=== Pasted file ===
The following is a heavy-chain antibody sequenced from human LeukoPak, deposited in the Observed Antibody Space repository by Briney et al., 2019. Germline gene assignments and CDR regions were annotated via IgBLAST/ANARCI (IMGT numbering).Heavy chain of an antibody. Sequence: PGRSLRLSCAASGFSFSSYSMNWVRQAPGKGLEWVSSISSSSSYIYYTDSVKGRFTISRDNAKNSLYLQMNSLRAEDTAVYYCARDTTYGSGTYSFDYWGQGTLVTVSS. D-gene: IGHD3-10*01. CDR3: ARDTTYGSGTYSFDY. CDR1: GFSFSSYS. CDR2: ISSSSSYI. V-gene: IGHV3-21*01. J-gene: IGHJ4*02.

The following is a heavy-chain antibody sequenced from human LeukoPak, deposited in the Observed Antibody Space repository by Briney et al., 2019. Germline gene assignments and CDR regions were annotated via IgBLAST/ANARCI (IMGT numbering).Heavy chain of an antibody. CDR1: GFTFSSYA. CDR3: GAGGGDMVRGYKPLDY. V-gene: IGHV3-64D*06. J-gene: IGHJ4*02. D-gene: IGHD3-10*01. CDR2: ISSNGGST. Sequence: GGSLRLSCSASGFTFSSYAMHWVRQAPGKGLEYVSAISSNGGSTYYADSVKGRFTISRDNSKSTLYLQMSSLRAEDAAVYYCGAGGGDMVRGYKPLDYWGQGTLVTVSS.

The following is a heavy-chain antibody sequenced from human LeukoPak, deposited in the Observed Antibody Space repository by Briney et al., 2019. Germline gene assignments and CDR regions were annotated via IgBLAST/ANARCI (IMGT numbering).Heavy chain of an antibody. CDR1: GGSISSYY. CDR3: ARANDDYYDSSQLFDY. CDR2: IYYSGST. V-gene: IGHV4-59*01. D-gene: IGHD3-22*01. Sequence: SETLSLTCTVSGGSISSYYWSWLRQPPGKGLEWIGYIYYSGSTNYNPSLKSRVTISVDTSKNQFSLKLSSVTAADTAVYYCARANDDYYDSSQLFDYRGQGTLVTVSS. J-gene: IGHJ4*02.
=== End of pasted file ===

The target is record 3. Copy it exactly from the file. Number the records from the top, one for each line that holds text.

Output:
The following is a heavy-chain antibody sequenced from human LeukoPak, deposited in the Observed Antibody Space repository by Briney et al., 2019. Germline gene assignments and CDR regions were annotated via IgBLAST/ANARCI (IMGT numbering).Heavy chain of an antibody. CDR1: GGSISSYY. CDR3: ARANDDYYDSSQLFDY. CDR2: IYYSGST. V-gene: IGHV4-59*01. D-gene: IGHD3-22*01. Sequence: SETLSLTCTVSGGSISSYYWSWLRQPPGKGLEWIGYIYYSGSTNYNPSLKSRVTISVDTSKNQFSLKLSSVTAADTAVYYCARANDDYYDSSQLFDYRGQGTLVTVSS. J-gene: IGHJ4*02.